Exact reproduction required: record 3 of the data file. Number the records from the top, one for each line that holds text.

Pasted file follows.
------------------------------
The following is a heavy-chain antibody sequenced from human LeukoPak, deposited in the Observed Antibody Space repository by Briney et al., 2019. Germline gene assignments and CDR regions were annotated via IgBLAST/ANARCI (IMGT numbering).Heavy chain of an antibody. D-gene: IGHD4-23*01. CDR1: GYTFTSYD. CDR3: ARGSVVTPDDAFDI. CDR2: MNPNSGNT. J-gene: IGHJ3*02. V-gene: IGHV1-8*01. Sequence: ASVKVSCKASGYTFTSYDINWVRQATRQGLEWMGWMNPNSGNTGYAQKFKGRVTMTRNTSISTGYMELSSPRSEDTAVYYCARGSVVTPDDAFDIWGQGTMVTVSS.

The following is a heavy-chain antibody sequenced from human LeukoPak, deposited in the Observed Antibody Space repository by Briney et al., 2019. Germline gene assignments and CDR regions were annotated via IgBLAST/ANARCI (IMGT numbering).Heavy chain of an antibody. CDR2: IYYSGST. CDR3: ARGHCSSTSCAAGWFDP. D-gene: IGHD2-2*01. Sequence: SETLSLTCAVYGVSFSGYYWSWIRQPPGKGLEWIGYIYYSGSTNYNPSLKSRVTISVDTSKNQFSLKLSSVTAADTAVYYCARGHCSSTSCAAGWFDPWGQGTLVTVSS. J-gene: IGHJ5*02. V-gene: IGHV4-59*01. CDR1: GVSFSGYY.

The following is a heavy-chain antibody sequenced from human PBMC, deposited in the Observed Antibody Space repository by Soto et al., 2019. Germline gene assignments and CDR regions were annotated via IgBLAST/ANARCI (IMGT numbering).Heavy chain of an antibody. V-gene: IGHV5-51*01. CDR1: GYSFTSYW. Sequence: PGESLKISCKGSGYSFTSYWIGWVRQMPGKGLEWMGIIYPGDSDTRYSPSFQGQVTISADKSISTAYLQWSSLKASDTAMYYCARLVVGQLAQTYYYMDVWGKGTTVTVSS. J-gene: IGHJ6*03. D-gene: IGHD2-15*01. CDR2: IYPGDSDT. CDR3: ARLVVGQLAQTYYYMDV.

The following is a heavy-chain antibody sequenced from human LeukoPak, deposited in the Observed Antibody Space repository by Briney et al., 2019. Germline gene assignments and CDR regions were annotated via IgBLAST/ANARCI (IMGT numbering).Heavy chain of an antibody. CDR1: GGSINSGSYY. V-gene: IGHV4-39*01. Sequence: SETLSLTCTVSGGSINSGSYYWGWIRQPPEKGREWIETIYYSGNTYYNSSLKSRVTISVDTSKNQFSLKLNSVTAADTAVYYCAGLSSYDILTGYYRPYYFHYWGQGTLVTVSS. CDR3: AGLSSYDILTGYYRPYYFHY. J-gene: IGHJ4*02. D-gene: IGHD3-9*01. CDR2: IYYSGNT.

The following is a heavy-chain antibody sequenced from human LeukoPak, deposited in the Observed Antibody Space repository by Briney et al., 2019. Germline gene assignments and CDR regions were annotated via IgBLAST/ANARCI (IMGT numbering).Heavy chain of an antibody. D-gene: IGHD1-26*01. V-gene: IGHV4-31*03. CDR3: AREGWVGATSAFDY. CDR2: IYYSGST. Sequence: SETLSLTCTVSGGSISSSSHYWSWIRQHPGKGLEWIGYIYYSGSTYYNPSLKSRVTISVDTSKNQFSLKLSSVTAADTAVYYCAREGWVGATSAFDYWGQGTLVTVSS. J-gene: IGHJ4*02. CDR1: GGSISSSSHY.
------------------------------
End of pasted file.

The following is a heavy-chain antibody sequenced from human PBMC, deposited in the Observed Antibody Space repository by Soto et al., 2019. Germline gene assignments and CDR regions were annotated via IgBLAST/ANARCI (IMGT numbering).Heavy chain of an antibody. V-gene: IGHV5-51*01. CDR1: GYSFTSYW. Sequence: PGESLKISCKGSGYSFTSYWIGWVRQMPGKGLEWMGIIYPGDSDTRYSPSFQGQVTISADKSISTAYLQWSSLKASDTAMYYCARLVVGQLAQTYYYMDVWGKGTTVTVSS. J-gene: IGHJ6*03. D-gene: IGHD2-15*01. CDR2: IYPGDSDT. CDR3: ARLVVGQLAQTYYYMDV.